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Army of the Dead: Zack Snyder’s Zombie Heist Movie Heads to Netflix

Zack Snyder’s Army of the Dead is World War Z Meets Ocean’s Eleven

Zack Snyder is teaming up with Netflix to make a zombie heist flick, and there couldn’t be a better fit.

According to The Hollywood Reporter, the film is called Army of the Dead, has a budget in the range of $90 million, and is set to shoot this summer. THR also shared some juicy story details. “The adventure is set amid a zombie outbreak in Las Vegas, during which a man assembles a group of mercenaries to take the ultimate gamble, venturing into the quarantined zone to pull off the greatest heist ever attempted.”

Snyder added, “… this is the opportunity to find a purely joyful way to express myself through a genre. It will be the most kick-ass, self-aware — but not in a wink-to-the-camera way — balls-to-the-wall zombie freakshow that anyone has ever seen. No one’s ever let me completely loose [like this].

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Look, it’s been argued time and time again that Snyder doesn’t give two poop emojis about exploring decent human characters – or even interesting ones. And letting him toil away in a post-apocalyptic sandbox means he can do his gloomy, action-heavy, and ultra-violent schtick without wasting time exploring likeable heroes. It’s a win-win for Snyder and his audience.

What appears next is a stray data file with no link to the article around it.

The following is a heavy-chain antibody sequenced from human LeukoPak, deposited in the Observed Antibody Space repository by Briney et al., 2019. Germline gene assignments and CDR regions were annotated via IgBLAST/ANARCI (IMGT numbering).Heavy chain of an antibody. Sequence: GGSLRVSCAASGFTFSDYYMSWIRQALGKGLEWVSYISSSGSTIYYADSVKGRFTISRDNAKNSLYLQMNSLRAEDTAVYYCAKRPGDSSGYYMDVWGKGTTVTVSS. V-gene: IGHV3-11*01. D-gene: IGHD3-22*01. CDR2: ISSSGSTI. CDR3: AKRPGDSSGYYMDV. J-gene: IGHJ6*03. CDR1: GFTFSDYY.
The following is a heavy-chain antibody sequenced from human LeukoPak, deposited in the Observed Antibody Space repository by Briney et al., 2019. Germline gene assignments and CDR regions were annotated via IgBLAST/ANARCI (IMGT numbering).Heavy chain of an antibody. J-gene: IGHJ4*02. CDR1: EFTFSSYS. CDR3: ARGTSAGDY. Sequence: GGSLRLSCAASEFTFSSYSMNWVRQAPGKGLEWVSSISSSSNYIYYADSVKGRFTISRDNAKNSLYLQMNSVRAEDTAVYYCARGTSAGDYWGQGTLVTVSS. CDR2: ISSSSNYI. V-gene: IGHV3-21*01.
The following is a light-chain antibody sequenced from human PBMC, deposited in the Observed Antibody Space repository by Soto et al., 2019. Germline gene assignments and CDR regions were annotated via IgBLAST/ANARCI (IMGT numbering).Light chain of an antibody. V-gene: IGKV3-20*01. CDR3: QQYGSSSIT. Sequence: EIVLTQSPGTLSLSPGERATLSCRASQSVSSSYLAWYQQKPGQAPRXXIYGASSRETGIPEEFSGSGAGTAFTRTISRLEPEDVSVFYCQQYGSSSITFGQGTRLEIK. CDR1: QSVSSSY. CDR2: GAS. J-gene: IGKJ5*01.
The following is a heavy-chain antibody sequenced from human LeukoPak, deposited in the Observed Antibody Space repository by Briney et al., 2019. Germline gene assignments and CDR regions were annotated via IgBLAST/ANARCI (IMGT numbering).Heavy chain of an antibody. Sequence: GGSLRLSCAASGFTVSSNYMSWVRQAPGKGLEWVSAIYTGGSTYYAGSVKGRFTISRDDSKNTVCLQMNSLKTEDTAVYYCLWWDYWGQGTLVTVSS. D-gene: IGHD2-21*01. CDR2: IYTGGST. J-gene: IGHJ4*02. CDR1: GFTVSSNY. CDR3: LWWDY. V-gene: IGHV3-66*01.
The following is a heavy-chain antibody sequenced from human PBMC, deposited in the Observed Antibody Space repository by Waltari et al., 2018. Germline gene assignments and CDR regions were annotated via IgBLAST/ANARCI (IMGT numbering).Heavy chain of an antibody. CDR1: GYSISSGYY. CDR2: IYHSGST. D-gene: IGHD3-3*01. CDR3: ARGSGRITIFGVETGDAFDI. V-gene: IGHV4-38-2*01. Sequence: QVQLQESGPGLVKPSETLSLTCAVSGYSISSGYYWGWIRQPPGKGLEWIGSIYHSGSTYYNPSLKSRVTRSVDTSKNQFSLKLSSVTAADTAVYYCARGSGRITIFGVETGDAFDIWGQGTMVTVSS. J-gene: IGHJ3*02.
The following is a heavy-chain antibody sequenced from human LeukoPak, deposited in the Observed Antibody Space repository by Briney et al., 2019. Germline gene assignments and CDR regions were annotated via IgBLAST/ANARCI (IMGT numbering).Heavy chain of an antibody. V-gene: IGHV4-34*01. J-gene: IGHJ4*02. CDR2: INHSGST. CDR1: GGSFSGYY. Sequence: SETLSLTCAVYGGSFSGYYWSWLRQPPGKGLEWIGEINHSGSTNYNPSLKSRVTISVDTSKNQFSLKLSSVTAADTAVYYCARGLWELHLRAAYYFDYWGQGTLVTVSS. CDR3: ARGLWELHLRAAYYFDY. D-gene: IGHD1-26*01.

Snyder is a technical master behind the camera. He shoots eye-melting visuals like nobody’s business. He creates stunning tableaus that look lifted off the pages of a comic book. And the man knows how to capture action too; his resume lists many of the past decade’s most thrilling set-pieces. Batman v Superman’s warehouse brawl is the best live-action Batman fight sequence. Period. This sounds like a backhanded compliment, but watch stretches of Snyder’s flicks with the sound off. They still work, and that’s no east feat. It’s when his protagonists step off the battlefield that Snyder’s film’s trail off.

The easy filmmaker comparison here is Michael Bay. Bay has an unrivalled ability to craft blockbuster movie-level spectacle. But Bay treats his characters like toys in a toy box. He is less interested in world building and character development that ripping his fancy toys out of the box and smashing them together in inventive ways. Bay movies are big dumb fun (the fun part is debatable). Snyder’s interests run deeper. He deconstructs his characters and rebuilds them with misanthropic DNA.

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Snyder took Superman, one of pop culture’s most famous, beloved, and inspiring characters and turned him into a self-serving Dick. This makes all the sense in the world when you realize this filmmaker is also hellbent on adapting Ayn Rand’s The Fountainhead, a story about one of fiction’s all-time greatest dicks. In Snyder’s worldview, the all-powerful Superman is a guy less interested in saving humanity than saving Lois Lane, the love of his life. As if this choice wasn’t divisive enough, Snyder actively trolls Superman’s loyal fans. In Batman v Superman, Clark Kent’s boss Perry White shouts out that It’s not 1938 and apples don’t cost a nickel. Superman made his comic book debut in 1938. In Snyder’s eyes, truth, justice, and Superman’s love of humanity all went the way of the five-cent apple.

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So, back to Army of the Dead. There isn’t a better genre for this filmmaker to unleash his considerable talents. Ocean’s Eleven meets World War Z is the perfect canvas for a carnage masterwork. A zombie caper movie realized by a filmmaker with Snyder’s skill set sounds promising enough. Most importantly, the zombie apocalypse genre is littered with gloomy stories about self-serving people, which makes Snyder the perfect director for this job.

Army of the Dead begins shooting summer 2019.

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